Shamgar was probably a simple farmer, not noble or wealthy, but one day something caused Shamgar to rise up on behalf of God and kill 600 Philistines with a very strange weapon. This weapon was his ox-goad – what we would call a cattle prod. It was a tool that was probably between five and ten feet long. It would have had a sharp iron point on one end and a small shovel or spade on the other end. The sharp point was used to keep the oxen moving while plowing and the spade was used for cleaning the plow which the oxen pulled.

This prod was a useful tool, but it made a strange weapon. Keeping this background information in mind, next time I will make three comparisons between Shamgar’s prod, which he used as a weapon, and the weapons of our spiritual warfare today. The prod was a strange weapon, and the weapons which God will use in our lives today as we wage spiritual warfare may seem just as strange.

Kick the Bucket

November 3, 2010 at 10:19 am | Posted in Common Expressions | 1 Comment
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This is one of the expressions we use when someone has died. It originated with the buckets that people would place under the wooden frames used to hang animals when their throats were cut. The animals’ feet would kick the “bucket.”

And when we were all fallen to the earth, I heard a voice speaking unto me, and saying in the Hebrew tongue, Saul, Saul, why persecutest thou me? it is hard for thee to kick against the pricks.

Acts 26:14, emphasis added

Kicking is associated with wild, stubborn, or disobedient animals in the Bible. Like ox-goads, pricks would prod or force the animals to go forward or go in a certain direction.

Did you “kick against the pricks” before you were saved? Was there a time when you were under conviction by the Holy Ghost, and yet you resisted coming to Christ?

Unless Jesus comes back first, we are all going to “kick the bucket” one day. When you look at the statistics, hopefully you won’t be surprised at the death rate these days: It is “one per person.” One time I met a man who told me he did not want to come to church because, “Me and God have a problem.” That was only true in a sense. What he really needed to understand is that he might have had a problem with God, but that God does not really have a “problem” with anyone. God is not a man – He’s not a human being like you or me – who sometimes gets into petty squabbles with other human beings. God loves you and wants to save you. Before you kick the bucket, make the decision to stop kicking against the Holy Spirit and trust Jesus Christ as your Savior.

The Grudge-Match of the Century: The Lion of God vs. Double-Wicked Cushan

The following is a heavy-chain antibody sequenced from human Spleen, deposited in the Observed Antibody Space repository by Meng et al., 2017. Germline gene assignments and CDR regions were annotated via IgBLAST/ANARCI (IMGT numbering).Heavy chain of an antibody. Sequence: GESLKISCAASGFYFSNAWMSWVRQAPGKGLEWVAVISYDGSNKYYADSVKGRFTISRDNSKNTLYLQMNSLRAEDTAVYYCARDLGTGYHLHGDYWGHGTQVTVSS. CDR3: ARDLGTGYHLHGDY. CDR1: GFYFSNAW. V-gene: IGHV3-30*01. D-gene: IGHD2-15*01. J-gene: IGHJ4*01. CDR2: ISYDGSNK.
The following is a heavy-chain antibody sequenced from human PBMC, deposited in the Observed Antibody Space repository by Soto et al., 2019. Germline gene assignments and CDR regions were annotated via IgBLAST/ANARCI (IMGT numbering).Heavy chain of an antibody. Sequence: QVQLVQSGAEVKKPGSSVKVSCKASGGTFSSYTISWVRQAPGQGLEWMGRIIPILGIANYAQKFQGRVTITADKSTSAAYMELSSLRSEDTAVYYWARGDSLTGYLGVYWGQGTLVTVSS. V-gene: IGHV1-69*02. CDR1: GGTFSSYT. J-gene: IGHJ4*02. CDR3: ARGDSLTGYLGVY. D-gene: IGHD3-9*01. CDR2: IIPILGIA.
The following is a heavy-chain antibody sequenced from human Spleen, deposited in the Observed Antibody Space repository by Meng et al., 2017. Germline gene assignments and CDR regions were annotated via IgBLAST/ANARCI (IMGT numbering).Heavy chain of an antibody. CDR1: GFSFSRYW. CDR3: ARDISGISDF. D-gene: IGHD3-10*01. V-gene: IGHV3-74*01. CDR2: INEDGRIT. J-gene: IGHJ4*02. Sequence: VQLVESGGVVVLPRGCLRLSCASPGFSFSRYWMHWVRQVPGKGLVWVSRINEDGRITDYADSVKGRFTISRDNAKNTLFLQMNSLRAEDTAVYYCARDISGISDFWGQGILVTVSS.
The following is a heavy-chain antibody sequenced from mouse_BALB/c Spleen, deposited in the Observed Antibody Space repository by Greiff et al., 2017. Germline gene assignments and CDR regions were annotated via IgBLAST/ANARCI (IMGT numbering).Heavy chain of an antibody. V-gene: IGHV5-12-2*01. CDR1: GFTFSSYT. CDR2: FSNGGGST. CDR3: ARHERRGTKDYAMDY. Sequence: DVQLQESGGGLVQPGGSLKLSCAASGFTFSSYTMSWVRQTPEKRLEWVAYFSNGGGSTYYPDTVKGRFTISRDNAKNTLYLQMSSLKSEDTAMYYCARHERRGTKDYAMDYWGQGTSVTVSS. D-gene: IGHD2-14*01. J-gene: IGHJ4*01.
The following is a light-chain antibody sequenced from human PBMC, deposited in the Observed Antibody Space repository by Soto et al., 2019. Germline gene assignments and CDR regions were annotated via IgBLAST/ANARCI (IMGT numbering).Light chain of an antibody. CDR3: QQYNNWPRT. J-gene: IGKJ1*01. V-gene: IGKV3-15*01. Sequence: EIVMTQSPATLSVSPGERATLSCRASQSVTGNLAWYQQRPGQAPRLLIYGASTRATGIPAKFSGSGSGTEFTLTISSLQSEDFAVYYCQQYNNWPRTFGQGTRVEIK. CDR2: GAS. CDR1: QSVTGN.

July 7, 2009 at 9:30 am | Posted in Biblical Violence | 5 Comments
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In the land of Canaan, in the days of the Judges of Israel, God’s people often failed to act like God’s people. As their priests failed to instruct the people in the keeping of God’s law, and as a new generation of parents failed to hold their children accountable for their sins, the people of Israel began to intermarry with the pagan idol-worshippers around them. When this happened it wasn’t long before the Israelites began worshiping the false gods of their spouses, and began to “do evil in the sight of the Lord” (Judges 3:5-7), including sacrificing their own children.

Therefore, to chasten the people whom He loved, but whose sin He hated, the Lord God allowed the king of Mesopotamia to enslave them. This king’s name translates to the charming moniker, “Double-Wicked Cushan.”

God heard the cries of His people, however, and raised up Othniel to deliver them. It was the “Lion of God” versus “Ol’ Double-Evil.” How did Othniel win the victory and restore the freedom of God’s people for 40 years? Not by having the largest army or the sturdiest weapons. Rather, the key to Othniel’s success is found in Judges 3:10: “And the Spirit of the LORD came upon him, and he judged Israel, and went out to war…”

Othniel responded to the power of the Holy Spirit, and he had a willingness to fight for God. Most Christians today are not commanded to be in a military war, and we are forbidden from using carnal weapons. We are in a war, but it’s a spiritual war, and our main weapons are prayer, the Word of God, love, and, like Othniel, a willingness to serve. What a waste it would be to have the empowering gift of the Holy Spirit residing in the temple of your body, but to refuse to walk in His strength, and to be enslaved to the enemy’s strongholds.